Thinking about your summer travel plans? So are tourism industry executives in vacation spots around the globe.
Which destinations will attract tourist dollars depends on more than the allure of stunning vistas, entertainment and exotic food. More than ever, discerning travelers want assurances that their adventures won’t leave a giant footprint in the sand or on the rainforest floor.
Sustainable tourism reflects this growing awareness of the cultural, environmental, economic and political impacts of travel.
“It’s more than green tourism,” said Vinod Sasidharan, coordinator of the recreation and tourism management program at San Diego State University. “Sustainable tourism supports the economic viability of a city or region’s industry while respecting the local ecology, resources and culture.”
SDSU is the only program in the U.S. to offer a sustainable tourism curriculum at the undergraduate level. The four-year degree allows students to explore issues at the intersection of the tourism industry and the community, such as transportation, migration, communication, education, natural resources and economic development.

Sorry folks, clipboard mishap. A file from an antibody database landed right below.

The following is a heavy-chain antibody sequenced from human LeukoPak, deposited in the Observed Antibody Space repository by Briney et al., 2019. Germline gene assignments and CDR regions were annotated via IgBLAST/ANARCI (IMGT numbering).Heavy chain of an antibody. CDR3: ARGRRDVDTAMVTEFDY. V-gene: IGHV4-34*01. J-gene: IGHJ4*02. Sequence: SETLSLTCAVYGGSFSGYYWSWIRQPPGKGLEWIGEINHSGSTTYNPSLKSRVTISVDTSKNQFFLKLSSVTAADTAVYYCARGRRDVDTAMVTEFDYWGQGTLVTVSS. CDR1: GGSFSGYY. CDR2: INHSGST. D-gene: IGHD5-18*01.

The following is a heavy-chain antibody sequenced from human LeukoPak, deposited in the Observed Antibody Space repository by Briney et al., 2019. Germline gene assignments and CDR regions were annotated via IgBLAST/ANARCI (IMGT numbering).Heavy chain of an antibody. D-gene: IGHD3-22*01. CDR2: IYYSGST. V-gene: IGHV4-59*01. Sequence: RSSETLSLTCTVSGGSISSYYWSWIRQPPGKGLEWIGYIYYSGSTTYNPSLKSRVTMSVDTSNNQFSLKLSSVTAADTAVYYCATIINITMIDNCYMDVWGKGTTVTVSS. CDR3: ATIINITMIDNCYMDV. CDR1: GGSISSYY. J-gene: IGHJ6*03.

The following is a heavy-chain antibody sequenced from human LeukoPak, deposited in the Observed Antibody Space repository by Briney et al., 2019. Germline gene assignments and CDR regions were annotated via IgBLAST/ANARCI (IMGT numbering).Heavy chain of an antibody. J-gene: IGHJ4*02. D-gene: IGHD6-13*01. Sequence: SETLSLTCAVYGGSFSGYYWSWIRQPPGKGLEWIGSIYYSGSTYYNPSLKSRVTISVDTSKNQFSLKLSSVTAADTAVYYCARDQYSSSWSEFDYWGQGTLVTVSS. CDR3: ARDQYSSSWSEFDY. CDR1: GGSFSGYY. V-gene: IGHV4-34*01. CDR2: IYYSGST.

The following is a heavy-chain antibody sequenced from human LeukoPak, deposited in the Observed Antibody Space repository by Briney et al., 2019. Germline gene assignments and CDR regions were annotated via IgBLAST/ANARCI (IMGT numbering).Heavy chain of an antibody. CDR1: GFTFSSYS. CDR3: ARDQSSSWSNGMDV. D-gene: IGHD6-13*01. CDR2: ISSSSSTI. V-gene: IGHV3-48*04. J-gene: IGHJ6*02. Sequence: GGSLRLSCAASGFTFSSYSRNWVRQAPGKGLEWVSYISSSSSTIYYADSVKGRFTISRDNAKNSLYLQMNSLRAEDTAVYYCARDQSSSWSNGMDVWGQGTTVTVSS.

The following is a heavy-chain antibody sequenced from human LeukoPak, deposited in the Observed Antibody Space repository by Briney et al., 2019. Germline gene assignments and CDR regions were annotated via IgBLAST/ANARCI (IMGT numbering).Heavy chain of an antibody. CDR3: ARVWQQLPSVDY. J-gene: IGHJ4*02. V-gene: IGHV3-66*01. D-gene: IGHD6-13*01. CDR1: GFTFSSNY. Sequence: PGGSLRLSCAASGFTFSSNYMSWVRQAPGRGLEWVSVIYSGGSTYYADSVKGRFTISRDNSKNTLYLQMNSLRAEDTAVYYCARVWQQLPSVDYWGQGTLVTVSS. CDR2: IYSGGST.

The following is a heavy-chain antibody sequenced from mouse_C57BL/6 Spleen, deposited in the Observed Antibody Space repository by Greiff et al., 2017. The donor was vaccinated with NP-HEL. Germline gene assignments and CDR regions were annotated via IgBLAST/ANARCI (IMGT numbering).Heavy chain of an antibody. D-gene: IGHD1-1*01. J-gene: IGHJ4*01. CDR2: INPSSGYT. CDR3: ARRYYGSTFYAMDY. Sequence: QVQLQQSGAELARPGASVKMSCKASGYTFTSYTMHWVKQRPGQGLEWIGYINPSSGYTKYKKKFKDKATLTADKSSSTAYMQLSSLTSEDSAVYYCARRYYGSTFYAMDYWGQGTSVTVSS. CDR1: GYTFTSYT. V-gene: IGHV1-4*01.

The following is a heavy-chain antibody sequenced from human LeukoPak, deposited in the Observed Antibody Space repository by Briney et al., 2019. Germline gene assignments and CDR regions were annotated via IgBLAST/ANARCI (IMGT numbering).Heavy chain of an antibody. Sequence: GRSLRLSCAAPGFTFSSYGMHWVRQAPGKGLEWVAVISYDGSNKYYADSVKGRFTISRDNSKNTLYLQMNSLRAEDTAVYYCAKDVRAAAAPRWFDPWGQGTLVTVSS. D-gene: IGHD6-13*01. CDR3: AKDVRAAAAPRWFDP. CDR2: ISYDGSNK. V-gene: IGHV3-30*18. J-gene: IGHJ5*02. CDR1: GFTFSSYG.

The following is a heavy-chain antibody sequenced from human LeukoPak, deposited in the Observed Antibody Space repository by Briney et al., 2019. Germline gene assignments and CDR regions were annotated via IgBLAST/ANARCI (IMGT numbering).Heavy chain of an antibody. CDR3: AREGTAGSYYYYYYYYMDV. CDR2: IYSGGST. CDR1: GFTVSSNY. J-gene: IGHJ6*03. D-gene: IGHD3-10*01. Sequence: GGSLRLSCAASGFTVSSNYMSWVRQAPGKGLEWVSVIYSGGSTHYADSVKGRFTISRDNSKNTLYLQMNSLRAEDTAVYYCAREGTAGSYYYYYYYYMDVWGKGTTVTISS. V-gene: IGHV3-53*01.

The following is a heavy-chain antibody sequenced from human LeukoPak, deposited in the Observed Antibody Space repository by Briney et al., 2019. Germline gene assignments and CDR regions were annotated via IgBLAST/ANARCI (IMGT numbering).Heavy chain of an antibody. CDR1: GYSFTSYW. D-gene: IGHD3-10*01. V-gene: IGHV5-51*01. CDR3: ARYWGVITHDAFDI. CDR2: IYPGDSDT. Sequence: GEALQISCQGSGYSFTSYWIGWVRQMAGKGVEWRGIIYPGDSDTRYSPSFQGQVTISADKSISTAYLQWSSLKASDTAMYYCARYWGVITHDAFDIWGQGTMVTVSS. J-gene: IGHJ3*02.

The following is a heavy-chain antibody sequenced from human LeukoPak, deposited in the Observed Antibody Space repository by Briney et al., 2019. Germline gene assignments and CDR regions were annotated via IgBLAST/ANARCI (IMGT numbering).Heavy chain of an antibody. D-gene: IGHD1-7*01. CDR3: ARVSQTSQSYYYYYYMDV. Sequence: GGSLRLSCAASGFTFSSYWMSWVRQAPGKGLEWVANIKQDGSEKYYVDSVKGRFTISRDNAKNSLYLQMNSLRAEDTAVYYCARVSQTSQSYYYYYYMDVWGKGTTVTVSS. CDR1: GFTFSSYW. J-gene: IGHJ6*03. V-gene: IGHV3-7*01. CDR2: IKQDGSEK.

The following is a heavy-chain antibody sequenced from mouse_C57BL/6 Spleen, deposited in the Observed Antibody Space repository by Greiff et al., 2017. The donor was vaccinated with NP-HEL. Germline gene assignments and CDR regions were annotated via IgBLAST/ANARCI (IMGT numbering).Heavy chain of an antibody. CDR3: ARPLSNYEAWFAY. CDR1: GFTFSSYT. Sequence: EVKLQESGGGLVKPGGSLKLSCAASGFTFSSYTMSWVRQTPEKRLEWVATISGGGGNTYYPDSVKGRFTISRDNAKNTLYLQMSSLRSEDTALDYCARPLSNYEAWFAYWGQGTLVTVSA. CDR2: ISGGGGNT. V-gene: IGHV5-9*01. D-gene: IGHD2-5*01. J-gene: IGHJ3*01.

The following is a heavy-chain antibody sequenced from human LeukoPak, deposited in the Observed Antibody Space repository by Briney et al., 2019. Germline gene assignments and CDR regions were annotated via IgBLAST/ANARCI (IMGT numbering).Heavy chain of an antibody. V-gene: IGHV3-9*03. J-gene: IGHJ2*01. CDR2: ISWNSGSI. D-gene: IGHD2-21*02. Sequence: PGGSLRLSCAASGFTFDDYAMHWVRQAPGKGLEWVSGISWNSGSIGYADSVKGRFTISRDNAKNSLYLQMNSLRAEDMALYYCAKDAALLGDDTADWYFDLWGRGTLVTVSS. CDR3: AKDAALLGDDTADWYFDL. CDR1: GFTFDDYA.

“Our students understand the sustainability of the business of tourism, which is a broader concept than “tourism management,” Sasidharan said. “We teach them that green tourism and corporate social responsibility are not separate pieces to be shoehorned into existing operations.”
The program is one of 11 at SDSU that requires an international component. Students have traveled as far afield as Finland, Romania, South Africa, Fiji and Turkey to study sustainable tourism practices.
Sasidharan, whose research has been funded by the Peace Corps, the National Park Service and the philanthropic Robert Wood Johnson Foundation, said SDSU’s program is training critical thinkers with hands-on experience in global tourism sustainability from both operational and management standpoints.